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Dangerously Funny by David Bianculli

Dangerously Funny (edition 2009)

by David Bianculli

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1981659,376 (3.83)13
Title:Dangerously Funny
Authors:David Bianculli
Info:Touchstone (2009), Edition: 1, Kindle Edition, 420 pages
Tags:history, non-fiction, Comedy

Work details

Dangerously Funny: The Uncensored Story of "The Smothers Brothers Comedy Hour" by David Bianculli


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This history of The Smothers Brothers show brings back wonderful memories of watching TV with family members and being able to jointly enjoy their humor. The book is also an outstanding history of the early 1960s. ( )
  M_Clark | Apr 25, 2016 |
This is an excellent recounting of not only the "Smothers Brothers Comedy Hour", but of the entire career of the Smothers Brothers. Even if you are too young to remember the show, its a fascinating story of the effort they made to battle the forces trying to control the flow of information and ideas.

Unfortunately, that battle still continues and will probably never be won decisively. ( )
  grandpahobo | Sep 24, 2015 |
The Smothers Brothers Comedy Hour premiered in 1967 and quickly became one of my favorite TV shows. I also credit it with being one of my earliest political influences. This book chronicles the Smothers Brothers origins and how the show began, and the running battles that Tommy had with network brass, who had no intention of adhering to a verbal "hands-off" promise that Tommy swore he extracted from them before signing on. The show was cutting edge for the day, although the troublesome skits and jokes seem innocuous indeed to modern sensibilities. A number of talents launched their careers with the show, including Steve Martin and Rob Reiner. I particularly enjoyed reading about the final and contentious third season, while watching my DVD collection of that season's shows. I'm glad to see the Smothers Brothers' reputation restored these days, and modern humorists and performers giving them their just due. ( )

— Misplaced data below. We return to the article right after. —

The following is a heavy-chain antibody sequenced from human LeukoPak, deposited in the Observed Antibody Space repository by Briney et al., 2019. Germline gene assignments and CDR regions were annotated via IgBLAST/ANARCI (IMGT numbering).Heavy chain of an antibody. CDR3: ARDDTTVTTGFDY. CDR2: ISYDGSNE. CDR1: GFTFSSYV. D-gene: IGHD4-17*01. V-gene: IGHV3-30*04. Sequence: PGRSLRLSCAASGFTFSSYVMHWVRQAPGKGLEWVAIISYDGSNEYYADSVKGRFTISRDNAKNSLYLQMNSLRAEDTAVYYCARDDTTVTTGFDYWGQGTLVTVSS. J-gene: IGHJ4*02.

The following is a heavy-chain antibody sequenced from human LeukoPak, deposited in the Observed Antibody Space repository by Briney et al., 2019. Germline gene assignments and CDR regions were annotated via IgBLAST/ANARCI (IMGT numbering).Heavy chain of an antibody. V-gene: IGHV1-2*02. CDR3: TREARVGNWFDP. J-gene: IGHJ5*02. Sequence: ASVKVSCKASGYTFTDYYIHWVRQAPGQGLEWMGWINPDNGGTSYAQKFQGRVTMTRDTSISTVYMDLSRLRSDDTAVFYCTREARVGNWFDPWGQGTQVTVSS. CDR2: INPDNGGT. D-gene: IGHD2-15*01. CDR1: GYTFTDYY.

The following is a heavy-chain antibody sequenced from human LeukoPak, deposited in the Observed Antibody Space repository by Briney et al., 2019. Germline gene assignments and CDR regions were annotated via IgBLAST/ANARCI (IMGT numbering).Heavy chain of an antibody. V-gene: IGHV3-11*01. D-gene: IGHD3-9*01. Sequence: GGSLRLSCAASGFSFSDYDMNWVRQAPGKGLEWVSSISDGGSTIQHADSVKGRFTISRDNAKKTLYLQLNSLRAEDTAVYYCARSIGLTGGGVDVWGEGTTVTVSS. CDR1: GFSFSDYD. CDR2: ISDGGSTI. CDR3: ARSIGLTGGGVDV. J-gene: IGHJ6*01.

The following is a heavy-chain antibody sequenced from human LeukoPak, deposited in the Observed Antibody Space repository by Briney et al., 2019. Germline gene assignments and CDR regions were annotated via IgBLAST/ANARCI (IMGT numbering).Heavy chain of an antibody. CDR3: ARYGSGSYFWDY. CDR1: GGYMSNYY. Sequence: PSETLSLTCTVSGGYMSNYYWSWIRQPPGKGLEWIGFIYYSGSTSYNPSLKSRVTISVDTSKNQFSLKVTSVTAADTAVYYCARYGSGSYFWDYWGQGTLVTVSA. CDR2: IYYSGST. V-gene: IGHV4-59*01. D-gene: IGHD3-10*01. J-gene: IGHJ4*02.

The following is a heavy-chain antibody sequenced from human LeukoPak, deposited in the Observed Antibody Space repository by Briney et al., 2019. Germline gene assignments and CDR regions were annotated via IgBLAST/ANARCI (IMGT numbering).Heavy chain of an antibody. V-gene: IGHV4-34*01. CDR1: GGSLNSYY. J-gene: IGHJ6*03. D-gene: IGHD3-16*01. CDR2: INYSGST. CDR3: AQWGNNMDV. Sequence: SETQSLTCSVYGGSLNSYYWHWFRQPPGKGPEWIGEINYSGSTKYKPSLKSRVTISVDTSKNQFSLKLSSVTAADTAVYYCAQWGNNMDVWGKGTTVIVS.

burnit99 | Jul 8, 2014 |
If you grew up in the United States, and were born after 1960 or so, The Smothers Brothers Comedy Hour may be the most significant television program you’ve never heard of.

It ran for only three seasons (1967-1969), but in that time it was television’s premier showcase for up-and-coming musical acts and topical humor. It booked some of the leading musical acts of the late sixties—Donovan, Jefferson Airplane, Joan Baez, and the Who—and broke the 17-year network-television blacklist of folksinger Pete Seeger, but its impact on comedy was even greater. Guided by Tom Smothers, who produced helped to write the show as well as sharing hosting duties with his younger brother Dick, Comedy Hour joked about once-taboo subjects (sex, drugs, religion) and hot-button political issues such as race relations and the Vietnam War. It was something unheard of at the time (and still rare): an entertainment program with a distinct political point-of-view.